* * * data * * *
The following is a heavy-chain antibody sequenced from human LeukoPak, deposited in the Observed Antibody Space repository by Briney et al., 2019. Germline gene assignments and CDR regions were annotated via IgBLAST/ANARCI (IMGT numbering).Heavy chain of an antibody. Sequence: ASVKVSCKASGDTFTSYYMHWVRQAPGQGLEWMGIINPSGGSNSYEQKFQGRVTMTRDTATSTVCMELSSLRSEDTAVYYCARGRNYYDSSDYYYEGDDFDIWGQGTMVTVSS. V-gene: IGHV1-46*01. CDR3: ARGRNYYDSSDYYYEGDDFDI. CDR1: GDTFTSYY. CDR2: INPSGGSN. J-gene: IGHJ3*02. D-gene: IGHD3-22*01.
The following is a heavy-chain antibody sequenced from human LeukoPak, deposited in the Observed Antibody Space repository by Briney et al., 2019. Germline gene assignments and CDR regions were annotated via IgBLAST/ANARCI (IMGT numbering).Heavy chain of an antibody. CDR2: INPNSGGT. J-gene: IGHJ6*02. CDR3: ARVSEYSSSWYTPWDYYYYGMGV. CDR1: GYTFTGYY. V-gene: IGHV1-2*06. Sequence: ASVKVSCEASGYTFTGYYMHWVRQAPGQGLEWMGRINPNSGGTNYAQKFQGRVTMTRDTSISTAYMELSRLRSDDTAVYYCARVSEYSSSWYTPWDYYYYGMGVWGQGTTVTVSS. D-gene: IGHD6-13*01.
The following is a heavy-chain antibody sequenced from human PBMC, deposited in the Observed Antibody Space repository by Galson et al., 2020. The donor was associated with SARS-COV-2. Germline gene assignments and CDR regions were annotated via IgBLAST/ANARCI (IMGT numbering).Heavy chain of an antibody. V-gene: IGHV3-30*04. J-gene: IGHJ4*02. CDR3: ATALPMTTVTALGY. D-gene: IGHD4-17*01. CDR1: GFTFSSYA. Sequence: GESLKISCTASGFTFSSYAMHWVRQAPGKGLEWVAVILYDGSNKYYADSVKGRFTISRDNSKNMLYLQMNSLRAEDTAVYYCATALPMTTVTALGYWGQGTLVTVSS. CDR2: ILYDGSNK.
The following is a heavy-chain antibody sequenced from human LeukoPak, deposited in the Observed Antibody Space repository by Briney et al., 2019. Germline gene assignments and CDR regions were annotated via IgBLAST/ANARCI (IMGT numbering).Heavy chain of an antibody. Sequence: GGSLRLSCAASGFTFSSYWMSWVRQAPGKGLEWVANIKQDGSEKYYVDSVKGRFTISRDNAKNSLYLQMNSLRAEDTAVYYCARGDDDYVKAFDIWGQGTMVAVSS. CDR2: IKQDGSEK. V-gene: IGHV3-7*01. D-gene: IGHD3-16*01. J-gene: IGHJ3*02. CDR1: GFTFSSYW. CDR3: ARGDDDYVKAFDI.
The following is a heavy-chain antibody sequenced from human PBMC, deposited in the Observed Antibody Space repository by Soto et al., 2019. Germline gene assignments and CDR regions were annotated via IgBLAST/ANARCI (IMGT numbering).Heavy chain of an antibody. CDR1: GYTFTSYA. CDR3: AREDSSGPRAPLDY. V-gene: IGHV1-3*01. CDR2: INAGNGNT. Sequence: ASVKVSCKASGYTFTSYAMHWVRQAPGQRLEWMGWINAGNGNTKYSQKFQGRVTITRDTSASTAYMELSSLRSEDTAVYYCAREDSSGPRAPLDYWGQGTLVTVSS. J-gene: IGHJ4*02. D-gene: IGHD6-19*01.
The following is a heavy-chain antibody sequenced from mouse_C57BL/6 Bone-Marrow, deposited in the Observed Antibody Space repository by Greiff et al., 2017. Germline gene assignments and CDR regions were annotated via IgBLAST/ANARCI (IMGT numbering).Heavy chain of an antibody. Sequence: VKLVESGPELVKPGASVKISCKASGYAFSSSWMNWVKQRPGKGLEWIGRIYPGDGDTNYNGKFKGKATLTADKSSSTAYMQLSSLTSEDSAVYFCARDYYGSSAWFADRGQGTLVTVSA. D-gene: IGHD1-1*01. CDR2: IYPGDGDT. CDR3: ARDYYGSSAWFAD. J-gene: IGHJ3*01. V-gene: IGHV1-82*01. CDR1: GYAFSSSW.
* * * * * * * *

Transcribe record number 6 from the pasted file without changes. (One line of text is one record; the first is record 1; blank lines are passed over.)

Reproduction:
The following is a heavy-chain antibody sequenced from mouse_C57BL/6 Bone-Marrow, deposited in the Observed Antibody Space repository by Greiff et al., 2017. Germline gene assignments and CDR regions were annotated via IgBLAST/ANARCI (IMGT numbering).Heavy chain of an antibody. Sequence: VKLVESGPELVKPGASVKISCKASGYAFSSSWMNWVKQRPGKGLEWIGRIYPGDGDTNYNGKFKGKATLTADKSSSTAYMQLSSLTSEDSAVYFCARDYYGSSAWFADRGQGTLVTVSA. D-gene: IGHD1-1*01. CDR2: IYPGDGDT. CDR3: ARDYYGSSAWFAD. J-gene: IGHJ3*01. V-gene: IGHV1-82*01. CDR1: GYAFSSSW.